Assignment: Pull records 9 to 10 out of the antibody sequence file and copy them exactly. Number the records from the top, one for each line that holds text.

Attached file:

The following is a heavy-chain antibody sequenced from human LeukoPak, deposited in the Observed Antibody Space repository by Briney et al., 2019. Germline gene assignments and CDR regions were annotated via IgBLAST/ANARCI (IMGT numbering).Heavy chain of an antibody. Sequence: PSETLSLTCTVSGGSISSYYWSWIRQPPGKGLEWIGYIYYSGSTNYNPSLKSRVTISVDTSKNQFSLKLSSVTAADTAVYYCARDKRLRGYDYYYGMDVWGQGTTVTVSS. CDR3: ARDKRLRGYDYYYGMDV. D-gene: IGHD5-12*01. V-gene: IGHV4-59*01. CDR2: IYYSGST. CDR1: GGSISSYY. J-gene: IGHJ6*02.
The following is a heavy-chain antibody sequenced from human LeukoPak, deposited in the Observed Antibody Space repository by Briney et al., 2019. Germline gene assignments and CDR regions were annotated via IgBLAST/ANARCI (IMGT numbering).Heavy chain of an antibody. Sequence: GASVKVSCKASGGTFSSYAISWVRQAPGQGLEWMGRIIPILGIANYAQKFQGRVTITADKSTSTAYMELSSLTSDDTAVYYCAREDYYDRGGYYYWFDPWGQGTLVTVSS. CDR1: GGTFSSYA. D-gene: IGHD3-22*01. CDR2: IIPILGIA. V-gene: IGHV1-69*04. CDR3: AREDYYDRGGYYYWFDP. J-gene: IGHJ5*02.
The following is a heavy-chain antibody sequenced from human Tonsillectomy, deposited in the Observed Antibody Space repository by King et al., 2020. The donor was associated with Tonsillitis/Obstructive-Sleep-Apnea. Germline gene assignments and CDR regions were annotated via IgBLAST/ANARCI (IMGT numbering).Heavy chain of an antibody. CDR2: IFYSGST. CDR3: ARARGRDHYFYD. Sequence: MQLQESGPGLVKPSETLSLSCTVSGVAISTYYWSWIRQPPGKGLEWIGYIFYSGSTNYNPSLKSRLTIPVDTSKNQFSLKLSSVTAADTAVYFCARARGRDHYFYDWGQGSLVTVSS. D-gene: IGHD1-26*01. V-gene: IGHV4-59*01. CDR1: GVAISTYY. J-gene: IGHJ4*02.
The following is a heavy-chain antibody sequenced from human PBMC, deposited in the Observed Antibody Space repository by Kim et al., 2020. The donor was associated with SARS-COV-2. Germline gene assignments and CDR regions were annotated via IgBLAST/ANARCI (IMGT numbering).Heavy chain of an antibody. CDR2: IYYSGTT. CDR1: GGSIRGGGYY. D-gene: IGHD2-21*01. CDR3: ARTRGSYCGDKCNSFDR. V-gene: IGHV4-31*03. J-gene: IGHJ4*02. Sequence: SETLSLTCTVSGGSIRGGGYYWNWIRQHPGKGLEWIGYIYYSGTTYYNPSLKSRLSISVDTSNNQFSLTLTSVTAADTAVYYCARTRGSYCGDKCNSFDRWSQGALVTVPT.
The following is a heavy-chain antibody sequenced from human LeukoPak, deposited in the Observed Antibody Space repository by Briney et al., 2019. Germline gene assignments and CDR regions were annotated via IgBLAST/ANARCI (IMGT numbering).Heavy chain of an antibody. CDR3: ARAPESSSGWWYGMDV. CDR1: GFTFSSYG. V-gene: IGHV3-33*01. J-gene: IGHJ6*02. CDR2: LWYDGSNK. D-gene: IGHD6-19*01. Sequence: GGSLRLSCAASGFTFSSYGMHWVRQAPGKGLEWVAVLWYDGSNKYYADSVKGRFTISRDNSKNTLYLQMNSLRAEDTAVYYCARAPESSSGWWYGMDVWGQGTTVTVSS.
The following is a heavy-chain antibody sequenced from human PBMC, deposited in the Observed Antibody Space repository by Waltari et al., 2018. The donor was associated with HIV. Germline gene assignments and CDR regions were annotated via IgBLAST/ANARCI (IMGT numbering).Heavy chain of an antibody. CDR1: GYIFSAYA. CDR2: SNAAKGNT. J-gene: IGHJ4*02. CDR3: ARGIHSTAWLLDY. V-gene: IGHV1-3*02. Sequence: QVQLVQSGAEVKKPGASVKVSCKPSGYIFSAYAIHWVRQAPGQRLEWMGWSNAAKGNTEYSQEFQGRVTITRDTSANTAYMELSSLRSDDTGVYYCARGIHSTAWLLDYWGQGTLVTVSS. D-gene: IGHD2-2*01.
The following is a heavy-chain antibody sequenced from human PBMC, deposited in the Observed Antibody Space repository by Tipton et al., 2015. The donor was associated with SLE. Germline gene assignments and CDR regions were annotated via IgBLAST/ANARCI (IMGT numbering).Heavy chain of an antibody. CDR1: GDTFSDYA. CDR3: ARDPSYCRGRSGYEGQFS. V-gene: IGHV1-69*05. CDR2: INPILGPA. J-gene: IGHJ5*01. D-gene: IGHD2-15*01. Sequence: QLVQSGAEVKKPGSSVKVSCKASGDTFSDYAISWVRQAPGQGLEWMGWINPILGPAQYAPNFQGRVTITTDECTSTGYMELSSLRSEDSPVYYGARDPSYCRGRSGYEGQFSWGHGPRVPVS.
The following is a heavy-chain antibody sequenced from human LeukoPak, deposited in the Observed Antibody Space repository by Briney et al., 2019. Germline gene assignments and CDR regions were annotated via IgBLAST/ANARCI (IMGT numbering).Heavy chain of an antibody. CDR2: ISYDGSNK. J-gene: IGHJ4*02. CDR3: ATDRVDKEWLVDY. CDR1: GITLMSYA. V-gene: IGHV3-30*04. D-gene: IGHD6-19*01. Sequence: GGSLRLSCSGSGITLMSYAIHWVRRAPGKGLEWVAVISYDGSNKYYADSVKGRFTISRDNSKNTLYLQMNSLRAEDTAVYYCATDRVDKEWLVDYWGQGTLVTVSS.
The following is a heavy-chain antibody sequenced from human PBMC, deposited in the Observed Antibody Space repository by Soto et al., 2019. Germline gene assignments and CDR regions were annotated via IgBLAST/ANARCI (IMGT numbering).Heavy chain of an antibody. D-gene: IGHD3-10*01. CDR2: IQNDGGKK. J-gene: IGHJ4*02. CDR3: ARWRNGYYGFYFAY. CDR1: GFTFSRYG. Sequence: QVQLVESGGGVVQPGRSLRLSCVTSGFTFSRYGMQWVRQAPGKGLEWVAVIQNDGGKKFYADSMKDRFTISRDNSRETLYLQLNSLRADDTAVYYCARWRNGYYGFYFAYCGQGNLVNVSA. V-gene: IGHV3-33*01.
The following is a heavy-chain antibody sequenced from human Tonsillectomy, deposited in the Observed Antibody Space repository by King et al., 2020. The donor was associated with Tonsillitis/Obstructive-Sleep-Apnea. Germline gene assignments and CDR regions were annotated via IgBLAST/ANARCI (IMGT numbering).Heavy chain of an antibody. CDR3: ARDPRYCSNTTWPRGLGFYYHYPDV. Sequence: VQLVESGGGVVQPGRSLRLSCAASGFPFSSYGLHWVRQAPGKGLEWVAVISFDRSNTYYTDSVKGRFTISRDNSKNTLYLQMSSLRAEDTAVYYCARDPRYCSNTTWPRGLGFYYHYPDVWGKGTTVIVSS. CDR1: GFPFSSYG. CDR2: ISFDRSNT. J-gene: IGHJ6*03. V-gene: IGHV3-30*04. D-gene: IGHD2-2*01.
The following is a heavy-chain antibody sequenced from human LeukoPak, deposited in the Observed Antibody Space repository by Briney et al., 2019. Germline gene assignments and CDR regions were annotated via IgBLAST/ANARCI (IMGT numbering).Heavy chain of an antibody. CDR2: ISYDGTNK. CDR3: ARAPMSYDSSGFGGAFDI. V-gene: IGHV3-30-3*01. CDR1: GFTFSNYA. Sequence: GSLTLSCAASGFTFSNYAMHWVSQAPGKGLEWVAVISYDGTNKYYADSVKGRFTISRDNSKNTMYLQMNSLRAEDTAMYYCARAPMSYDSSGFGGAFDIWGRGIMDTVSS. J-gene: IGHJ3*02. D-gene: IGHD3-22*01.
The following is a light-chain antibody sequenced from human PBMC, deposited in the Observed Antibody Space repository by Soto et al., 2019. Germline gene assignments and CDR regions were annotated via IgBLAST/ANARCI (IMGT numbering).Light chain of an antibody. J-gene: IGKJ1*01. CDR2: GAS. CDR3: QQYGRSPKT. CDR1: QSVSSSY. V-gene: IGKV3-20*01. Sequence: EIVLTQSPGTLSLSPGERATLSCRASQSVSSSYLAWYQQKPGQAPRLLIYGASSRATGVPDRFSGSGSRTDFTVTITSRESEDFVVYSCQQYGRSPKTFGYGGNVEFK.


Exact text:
The following is a heavy-chain antibody sequenced from human PBMC, deposited in the Observed Antibody Space repository by Soto et al., 2019. Germline gene assignments and CDR regions were annotated via IgBLAST/ANARCI (IMGT numbering).Heavy chain of an antibody. D-gene: IGHD3-10*01. CDR2: IQNDGGKK. J-gene: IGHJ4*02. CDR3: ARWRNGYYGFYFAY. CDR1: GFTFSRYG. Sequence: QVQLVESGGGVVQPGRSLRLSCVTSGFTFSRYGMQWVRQAPGKGLEWVAVIQNDGGKKFYADSMKDRFTISRDNSRETLYLQLNSLRADDTAVYYCARWRNGYYGFYFAYCGQGNLVNVSA. V-gene: IGHV3-33*01.
The following is a heavy-chain antibody sequenced from human Tonsillectomy, deposited in the Observed Antibody Space repository by King et al., 2020. The donor was associated with Tonsillitis/Obstructive-Sleep-Apnea. Germline gene assignments and CDR regions were annotated via IgBLAST/ANARCI (IMGT numbering).Heavy chain of an antibody. CDR3: ARDPRYCSNTTWPRGLGFYYHYPDV. Sequence: VQLVESGGGVVQPGRSLRLSCAASGFPFSSYGLHWVRQAPGKGLEWVAVISFDRSNTYYTDSVKGRFTISRDNSKNTLYLQMSSLRAEDTAVYYCARDPRYCSNTTWPRGLGFYYHYPDVWGKGTTVIVSS. CDR1: GFPFSSYG. CDR2: ISFDRSNT. J-gene: IGHJ6*03. V-gene: IGHV3-30*04. D-gene: IGHD2-2*01.